One of the pleasures of talking with him is that he listens, even when there is disagreement (though occasionally, when one argues too much, there is the firm injunction not to try to persuade him), and his rejoinders make a lot of sense. This is a characteristic he shares with the Secretary of Defence, who is even more definite about what cannot be done, but extraordinarily positive about most matters – as I found in my first formal dealings with him when I headed the Peace Secretariat, and he straight away allowed the A 9 northward from Omanthai to be open almost every day of the week, when the LTTE had previously not allowed the ICRC to facilitate this.

The President’s advice about the need for me to function more actively in Sinhala, and especially in Parliament, clearly makes sense. Given that my analyses are written in English, I cannot really expect them to have much impact on most decision makers. I am grateful therefore to those who do respond, to the letters I write in English after meetings of Divisional Secretariat Reconciliation Committee meetings. Health and Defence are always prompt, I should note, which confirms my view that institutions that observe the proprieties are also the most efficient. But recently I have been delighted to receive positive replies from the Ministry of Agriculture (though sadly not Irrigation, despite the many problems in that field drawn to my attention), and even the Ministry of Education has been helpful. Read the rest of this entry »

Keynote Address by Prof Rajiva Wijesinha  at the 3rd session of the 9th International Language and Development Conference, Colombo, 19th October 2011

Language policy in Sri Lanka has been a total mess for the last century. Unfortunately, most measures taken to remedy the situation created greater problems. The aim of this paper is to provoke debate on what should be done in trying to promote economic development and social cohesion. In that respect I am perhaps luckier than my peers speaking in other sessions, since the second element in my title suggests a clear goal, whereas in other cases we are simply given abstract terms. We need to argue then about what needs to be achieved with regard to identity, education and the arts, and about these there might be disagreement. But about the need for economic development there can be no dispute, just as there can be no dispute about the need for social cohesion, if we are not, all of us, of all communities in the country as a whole, to suffer again the anguish of the last few decades.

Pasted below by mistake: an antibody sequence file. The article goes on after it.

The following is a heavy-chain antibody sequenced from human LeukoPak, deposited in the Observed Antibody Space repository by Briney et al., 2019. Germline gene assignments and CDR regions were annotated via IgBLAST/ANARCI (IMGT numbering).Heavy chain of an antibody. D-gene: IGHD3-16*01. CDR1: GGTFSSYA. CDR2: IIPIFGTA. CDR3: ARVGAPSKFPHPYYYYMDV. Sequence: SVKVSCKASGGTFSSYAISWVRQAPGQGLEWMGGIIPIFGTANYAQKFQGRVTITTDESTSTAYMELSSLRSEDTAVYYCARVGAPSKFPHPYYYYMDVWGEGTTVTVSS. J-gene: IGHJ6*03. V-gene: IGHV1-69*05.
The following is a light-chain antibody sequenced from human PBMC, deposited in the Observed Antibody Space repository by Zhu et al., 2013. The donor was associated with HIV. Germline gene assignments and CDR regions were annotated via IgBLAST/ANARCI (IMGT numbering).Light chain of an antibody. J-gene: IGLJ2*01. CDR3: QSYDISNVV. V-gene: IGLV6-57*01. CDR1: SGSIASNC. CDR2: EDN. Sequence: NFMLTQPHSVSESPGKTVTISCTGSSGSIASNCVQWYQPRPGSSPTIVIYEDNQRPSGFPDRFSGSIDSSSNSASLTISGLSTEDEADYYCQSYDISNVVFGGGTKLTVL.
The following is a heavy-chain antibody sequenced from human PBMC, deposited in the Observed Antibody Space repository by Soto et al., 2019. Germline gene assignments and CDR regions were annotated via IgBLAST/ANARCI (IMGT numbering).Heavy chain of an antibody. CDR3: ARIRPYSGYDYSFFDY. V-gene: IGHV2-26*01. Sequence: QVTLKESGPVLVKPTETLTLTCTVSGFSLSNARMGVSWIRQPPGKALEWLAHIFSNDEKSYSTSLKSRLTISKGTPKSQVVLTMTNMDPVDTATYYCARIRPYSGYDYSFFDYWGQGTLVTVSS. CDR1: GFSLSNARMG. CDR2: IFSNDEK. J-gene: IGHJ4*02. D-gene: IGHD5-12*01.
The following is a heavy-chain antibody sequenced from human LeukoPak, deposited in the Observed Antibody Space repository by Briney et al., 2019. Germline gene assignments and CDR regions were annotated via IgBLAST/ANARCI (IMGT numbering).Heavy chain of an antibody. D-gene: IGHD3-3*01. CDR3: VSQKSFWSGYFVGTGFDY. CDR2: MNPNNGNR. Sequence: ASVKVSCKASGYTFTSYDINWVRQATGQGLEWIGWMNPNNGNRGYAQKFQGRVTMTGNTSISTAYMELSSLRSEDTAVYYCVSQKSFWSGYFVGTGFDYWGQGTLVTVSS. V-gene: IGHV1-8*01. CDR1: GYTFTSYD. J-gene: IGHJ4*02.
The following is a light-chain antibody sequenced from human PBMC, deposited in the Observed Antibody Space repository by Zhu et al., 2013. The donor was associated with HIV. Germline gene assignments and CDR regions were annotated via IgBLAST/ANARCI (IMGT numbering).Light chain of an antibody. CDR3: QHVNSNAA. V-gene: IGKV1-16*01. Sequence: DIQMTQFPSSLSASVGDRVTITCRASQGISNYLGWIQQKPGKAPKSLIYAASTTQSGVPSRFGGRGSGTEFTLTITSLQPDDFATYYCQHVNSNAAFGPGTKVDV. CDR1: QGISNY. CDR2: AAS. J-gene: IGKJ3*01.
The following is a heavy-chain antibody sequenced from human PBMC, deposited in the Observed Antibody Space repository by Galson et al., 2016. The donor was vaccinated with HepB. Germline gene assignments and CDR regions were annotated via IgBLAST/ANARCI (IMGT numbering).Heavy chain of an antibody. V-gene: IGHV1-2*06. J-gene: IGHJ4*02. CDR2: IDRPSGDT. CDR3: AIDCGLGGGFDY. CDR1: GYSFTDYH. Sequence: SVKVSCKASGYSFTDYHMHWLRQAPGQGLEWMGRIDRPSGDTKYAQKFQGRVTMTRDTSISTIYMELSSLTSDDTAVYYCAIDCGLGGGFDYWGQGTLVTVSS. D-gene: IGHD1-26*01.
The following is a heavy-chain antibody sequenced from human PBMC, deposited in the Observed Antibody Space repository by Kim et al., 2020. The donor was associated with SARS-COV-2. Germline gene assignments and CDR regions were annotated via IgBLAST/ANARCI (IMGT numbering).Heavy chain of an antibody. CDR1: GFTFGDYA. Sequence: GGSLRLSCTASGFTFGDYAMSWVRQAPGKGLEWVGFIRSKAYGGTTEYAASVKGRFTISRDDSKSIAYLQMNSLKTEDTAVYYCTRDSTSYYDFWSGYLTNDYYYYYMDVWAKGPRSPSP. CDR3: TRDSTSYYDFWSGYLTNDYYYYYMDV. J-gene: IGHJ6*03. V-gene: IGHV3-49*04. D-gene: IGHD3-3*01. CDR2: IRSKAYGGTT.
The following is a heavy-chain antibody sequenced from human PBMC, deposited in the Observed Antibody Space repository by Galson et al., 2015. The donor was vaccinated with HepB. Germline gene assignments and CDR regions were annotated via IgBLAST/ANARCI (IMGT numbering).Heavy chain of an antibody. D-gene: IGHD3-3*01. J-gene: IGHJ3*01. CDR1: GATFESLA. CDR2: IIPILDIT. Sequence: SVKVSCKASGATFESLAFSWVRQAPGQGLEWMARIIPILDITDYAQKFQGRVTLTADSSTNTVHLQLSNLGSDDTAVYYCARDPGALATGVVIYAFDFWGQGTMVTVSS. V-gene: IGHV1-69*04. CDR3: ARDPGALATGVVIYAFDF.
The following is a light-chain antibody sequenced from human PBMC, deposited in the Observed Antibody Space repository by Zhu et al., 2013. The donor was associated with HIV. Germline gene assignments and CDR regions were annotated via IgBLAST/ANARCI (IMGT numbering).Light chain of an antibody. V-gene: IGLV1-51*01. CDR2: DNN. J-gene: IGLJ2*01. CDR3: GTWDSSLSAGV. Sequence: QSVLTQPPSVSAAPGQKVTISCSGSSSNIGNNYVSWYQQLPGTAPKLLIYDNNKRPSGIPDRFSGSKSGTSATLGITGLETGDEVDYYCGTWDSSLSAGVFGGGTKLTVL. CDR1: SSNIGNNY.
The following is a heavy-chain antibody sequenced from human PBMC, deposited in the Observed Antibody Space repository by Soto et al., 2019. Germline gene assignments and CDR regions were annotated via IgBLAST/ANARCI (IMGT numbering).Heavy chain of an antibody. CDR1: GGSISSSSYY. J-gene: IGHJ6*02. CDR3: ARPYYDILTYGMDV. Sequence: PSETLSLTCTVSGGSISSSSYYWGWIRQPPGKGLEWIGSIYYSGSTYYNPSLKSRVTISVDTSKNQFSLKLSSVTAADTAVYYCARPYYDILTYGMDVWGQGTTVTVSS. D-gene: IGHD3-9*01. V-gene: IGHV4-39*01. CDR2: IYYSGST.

What are the problems we face now because of absurd language policies? With regard to social cohesion, first we have a situation where members of different communities cannot in general communicate with each other, because they are straitjacketed in monoligualism. Second, members of minority communities are at a disadvantage when it comes to employment, in particular in the state sector, because they do not know the principal language of administration. Third, springing from both these factors, members of minority communities cannot readily get responses when dealing with the state sector. Fourth, where there are requirements about documentation etc being available in all languages so that all citizens can gain awareness, there are immense difficulties and delays about translation.

All these contribute to slowing up economic development. But there is another factor that is even more destructive with regard to development, namely the difficulties most of our citizens have in dealing with the world at large. This slows business down considerably, not only with regard to discussions private individuals have but also with regard to authorizations necessary from the state sector. In addition, our officials are at a disadvantage in dealing with officials from other countries. We can be exploited, unjust criticisms pass without challenge, deadlines are not met.    Read the rest of this entry »

Rajiva Wijesinha

November 2018